So you’re lying in bed, deep in sleep, when a squad of screaming pepsters passes 10 feet from your head with enough perk to take over Starbucks.
“WAKE UP COUGARS!!!!”
If it’s not the Washington State University rally squad, it’s your RV neighbors - Wes and Sue Crosby of Spokane - as they once again hit selection number 90 on their “Ultimate Horn” and sound out a very loud, very electronic Cougar Fight Song.
For the residents of the scores of recreational vehicles that jam into town for home football games, such features pass as lifestyle choices.
“The other time we were here a marching band came through,” said Lynn Thirtyacre of Sun River, Ore.
It happened well after dark.
“But that was fun,” said Thirtyacre’s wife, Sandra.
Anyone can eat and breathe Cougar football on a Saturday afternoon, but no one quite lives Cougar football as completely as the parking lot RV set.
Freed from the crowded commute on all those dirt roads said to lead to Pullman, these fans can concentrate on the fifth-quarter buffet at the field house, Cougar Gold cheese from the nearby Ferdinand’s dairy bar, women’s volleyball on Friday and Saturday, and all manner of other pre- and post-game libations.
They’re big fans, whether or not the team is 6-and-0, as they were Saturday morning, or 7-and-0, as they were after Saturday’s 35-34 squeaker against Arizona.
“We’d come if it was 0-and-7,” said Floyd Richmond, a full-time RVer who builds his fall around home games. “We’re just Cougar fans.”
Some fans are bigger fans than others, to judge from outward appearances.
The Whammer Jammers, a loose-knit crew of cousins and former grade-school classmates, gives out a Cougar Fan of the Year Award, a monstrous trophy engraved with the names of winners going back to 1989.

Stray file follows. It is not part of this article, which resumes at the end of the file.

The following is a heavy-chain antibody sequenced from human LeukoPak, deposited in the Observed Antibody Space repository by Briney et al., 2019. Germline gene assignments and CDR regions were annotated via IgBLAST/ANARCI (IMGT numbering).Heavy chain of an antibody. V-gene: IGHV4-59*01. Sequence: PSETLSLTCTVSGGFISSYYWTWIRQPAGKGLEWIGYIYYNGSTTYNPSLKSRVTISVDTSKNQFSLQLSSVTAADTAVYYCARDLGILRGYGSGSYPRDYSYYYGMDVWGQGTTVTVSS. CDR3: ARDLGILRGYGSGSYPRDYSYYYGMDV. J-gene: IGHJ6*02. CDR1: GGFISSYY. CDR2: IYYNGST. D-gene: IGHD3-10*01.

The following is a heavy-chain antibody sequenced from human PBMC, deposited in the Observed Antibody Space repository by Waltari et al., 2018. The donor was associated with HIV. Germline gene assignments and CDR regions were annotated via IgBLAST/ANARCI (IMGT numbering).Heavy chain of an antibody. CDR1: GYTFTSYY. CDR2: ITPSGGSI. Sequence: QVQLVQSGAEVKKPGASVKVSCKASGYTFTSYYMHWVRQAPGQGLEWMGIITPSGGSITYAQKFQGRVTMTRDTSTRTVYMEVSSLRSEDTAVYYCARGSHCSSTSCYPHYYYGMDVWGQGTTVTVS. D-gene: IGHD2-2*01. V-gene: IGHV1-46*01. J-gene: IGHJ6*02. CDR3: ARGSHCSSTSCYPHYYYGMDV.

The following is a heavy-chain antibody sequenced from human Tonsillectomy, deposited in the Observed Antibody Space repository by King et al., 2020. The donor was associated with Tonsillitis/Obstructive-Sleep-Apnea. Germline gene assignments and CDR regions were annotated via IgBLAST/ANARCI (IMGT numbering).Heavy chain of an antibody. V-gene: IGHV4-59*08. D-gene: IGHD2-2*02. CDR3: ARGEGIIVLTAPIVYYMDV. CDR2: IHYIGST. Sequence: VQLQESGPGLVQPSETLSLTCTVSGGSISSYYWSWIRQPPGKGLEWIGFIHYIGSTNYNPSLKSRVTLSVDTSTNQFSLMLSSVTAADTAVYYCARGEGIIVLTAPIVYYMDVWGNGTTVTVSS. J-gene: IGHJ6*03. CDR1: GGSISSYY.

Verna Deane Westby, a retired Spokane City Hall data processor, got the award last year by coming to a game with casts on both legs.
Another recipient, who will go unnamed for obvious reasons, reportedly received the trophy for dousing an annoying vendor’s barbecue at Martin Stadium without the aid of tools or water. He quit drinking afterward.
For the record, this year’s winner is Bob “Bear” Holmes, 51, of Rainier. The sign on his windshield pleads, “Help! We need 2 Apple Cup tickets.”
About half the RV-piloting fans are Cougar Club members who support WSU athletics by donating anywhere from $100 a year to as much as they want to give. Those who give $250 get one free parking space; those who give $1,000 get two free spaces.
Having an RV lets one show Cougar pride in other ways, too.
“We have themes,” said Barbara Chisholm of Spokane as she and Carolyn McConnell strung lights on the awnings joining their travel trailers. “This one happens to be Halloween and Cougars.”
In the Cochran family’s 27-foot Southwind, there’s a crimson-and-gray pompom on the rear-view mirror, a Cougar clock of carved wood, at least one Cougar pillow and an illuminated Cougar sign stuck to the rear window. Outside, there’s a Cougar windsock, an official Cougar license plate set inside a WSU alumni license plate holder and crimson lawn chairs.
Donna Cochran, who drove over from Wenatchee on Thursday, gladly adds to the list.
“We have Cougar paper plates, a Cougar tablecloth, Cougar placemats, a Cougar garbage can …”
It’s a rags and riches neighborhood.
Frank Niessner, a retired Royal City agribusinessman, captains a custom-made 45-foot Newell coach that came with a six-digit pricetag. It parties 20, as he says, but sleeps only two.
Charles Krause of Ritzville drives a crimson-and-gray 1958 Chevy school bus. It cost $350, motor extra. It drives great as long as you don’t cross the mountains and are willing to stop, say, in Dusty to get an alternator welded back on, which he did Saturday.
, DataTimes ILLUSTRATION: Color Photo; Graphic: WSU 35, Arizona 34
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